Every year the Norma J. Vinger Center for Breast Care, supported by Gundersen Medical Foundation, awards the Paula J. Tower Memorial Award. The award honors one individual in the Coulee Region who has exemplified the selfless giving of time and energy to advance the message of hope for a future without breast cancer.
Margie Mason, of La Crosse, is this year's recipient. Margie will be honored Saturday, Sept. 8, at the 13th annual Steppin' Out in Pink for exemplifying the "Power of One."
In 2011, Margie was diagnosed with stage 4 breast cancer—just two months after losing her mother to the same disease.
Margie's friends, eight of whom nominated her for the award, say, "Our devastation was undeniable, with emotions ranging from shock to anger to fear and every stage in between. Although she has been the one afflicted with this horrible disease, it has been Margie, herself, who has been the pillar of strength."
Over the last seven years, Margie has been on a mission to rid this world of cancer. She has built a Steppin' Out in Pink team of epic proportions, including more than 700 walkers who support not only Margie but also the mission of Steppin' Out in Pink. Team Margie E Mason, also known as Team MEM (Movers Encouraging Miracles), has raised more than $40,000 to date with plans to continue the tradition in September. Independently, Margie has raised $12,550!
There's still time to register
The 13th annual event kicks off Saturday, Sept. 8, at 8:45 a.m. on Gundersen's La Crosse Campus Walking Trail. Sport your pink attire and walk with a team, friends, family or by yourself to honor breast cancer survivors and remember loved ones. There will be music, entertainment, kids' activities and shopping galore.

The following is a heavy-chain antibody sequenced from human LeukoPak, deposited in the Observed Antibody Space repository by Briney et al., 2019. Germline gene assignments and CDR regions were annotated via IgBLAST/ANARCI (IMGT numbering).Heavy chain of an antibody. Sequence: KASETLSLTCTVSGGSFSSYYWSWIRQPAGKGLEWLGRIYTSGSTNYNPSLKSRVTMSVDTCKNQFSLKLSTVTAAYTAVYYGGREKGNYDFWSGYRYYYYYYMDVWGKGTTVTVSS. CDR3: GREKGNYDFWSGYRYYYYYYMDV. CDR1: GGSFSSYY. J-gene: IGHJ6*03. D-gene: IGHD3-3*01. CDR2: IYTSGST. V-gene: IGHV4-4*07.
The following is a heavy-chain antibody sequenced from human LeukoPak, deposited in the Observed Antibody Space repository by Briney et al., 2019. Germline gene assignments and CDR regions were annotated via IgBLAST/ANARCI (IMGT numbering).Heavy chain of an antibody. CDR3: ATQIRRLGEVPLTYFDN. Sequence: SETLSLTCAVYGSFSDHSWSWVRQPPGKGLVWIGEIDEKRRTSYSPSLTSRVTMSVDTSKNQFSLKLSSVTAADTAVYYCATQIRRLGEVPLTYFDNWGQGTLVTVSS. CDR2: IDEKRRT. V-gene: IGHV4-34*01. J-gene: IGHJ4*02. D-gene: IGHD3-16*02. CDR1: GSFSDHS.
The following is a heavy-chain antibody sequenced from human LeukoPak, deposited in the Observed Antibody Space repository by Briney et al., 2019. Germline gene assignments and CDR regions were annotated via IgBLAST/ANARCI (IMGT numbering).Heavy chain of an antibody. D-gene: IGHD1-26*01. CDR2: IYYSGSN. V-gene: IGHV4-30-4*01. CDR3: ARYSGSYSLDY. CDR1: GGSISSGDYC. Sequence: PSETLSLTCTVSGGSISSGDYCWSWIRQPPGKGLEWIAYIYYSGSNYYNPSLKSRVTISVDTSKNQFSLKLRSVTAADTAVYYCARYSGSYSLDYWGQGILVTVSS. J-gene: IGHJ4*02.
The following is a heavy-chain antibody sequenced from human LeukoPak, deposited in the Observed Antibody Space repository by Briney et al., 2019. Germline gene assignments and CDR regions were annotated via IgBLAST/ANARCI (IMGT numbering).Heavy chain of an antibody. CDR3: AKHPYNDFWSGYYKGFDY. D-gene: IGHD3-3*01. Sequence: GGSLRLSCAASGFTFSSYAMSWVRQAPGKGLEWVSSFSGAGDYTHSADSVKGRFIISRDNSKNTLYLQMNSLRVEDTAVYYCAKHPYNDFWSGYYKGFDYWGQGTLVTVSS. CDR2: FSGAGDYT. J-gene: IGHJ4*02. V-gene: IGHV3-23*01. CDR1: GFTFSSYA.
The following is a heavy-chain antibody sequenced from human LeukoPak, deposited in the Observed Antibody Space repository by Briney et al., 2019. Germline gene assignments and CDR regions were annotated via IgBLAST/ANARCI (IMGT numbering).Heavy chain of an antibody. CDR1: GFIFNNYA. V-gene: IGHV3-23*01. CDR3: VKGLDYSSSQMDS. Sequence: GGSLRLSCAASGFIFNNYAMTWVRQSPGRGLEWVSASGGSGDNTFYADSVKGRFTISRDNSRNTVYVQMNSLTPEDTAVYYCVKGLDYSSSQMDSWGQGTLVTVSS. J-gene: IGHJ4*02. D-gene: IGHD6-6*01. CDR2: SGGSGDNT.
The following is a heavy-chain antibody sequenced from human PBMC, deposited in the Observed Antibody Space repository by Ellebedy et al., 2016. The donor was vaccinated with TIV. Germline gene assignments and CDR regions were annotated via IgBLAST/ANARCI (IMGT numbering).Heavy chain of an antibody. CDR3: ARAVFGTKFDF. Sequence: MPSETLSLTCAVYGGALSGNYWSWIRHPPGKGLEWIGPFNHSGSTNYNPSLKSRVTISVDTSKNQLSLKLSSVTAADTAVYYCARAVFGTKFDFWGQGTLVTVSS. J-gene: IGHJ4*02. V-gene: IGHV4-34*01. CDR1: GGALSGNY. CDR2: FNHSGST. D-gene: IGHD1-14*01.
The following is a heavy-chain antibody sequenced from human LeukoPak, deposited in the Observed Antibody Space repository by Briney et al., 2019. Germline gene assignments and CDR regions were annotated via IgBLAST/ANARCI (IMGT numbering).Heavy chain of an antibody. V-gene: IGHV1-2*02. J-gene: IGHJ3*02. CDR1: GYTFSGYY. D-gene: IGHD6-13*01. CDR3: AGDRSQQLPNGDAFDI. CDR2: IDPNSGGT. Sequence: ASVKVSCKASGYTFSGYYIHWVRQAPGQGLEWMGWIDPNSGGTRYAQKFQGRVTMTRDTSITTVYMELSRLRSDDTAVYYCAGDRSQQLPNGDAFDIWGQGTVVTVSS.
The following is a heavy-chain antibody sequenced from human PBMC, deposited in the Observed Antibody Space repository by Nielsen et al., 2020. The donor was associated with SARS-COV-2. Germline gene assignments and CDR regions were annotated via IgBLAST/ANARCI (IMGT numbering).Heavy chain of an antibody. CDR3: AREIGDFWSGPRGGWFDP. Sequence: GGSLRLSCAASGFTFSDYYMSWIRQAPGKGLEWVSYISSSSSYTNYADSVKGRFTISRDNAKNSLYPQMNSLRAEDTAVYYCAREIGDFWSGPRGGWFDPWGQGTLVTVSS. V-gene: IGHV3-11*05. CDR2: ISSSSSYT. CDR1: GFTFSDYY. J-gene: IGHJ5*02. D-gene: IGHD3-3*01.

While these numbers are staggering, Margie's efforts do not end there. In 2013, as the Steppin' Out in Pink honorary chair, she went on the road with her story to area businesses and did interviews with the local media to raise awareness and support. She is a huge advocate of reminding women about the importance of self-breast exams and screening mammography. She also is a mentor to patients with new breast cancer diagnoses and provides emotional support to countless individuals and groups.
"I met Margie prior to her diagnosis and this is who she was: take charge, positive and loving life. The stage 4 diagnosis was one that made her EVEN MORE! More positive, more life-living, more life-loving, more aware of all the ways one person touches another.
"Margie used her attributes and rolled them into a one-woman force for breast cancer awareness at Gundersen Health System, the Norma J. Vinger Center for Breast Care and the support of community-based breast health," says another friend.
Seven years ago, Margie was faced with two choices—surrender or fight. She has never stopped fighting. "Through it all, she remains positive and refuses to let cancer get the best of her. She truly portrays what I believe Paula Tower's award stands for," adds a friend.
The Paula J. Tower award was established to honor Paula Tower's legacy and to remember the difference just one person can make. Paula was a mammography technologist who worked at Gundersen Health System for more than 16 years. In July 2004, she was diagnosed with breast cancer and her body surrendered to the disease in 2007.
Decorah man grateful for what he has despite losing finger
Movin’ & More with Gundersen Boscobel Area Hospital and Clinics
Project SEARCH students celebrate graduation and new jobs
Man thankful for care team following life-altering accident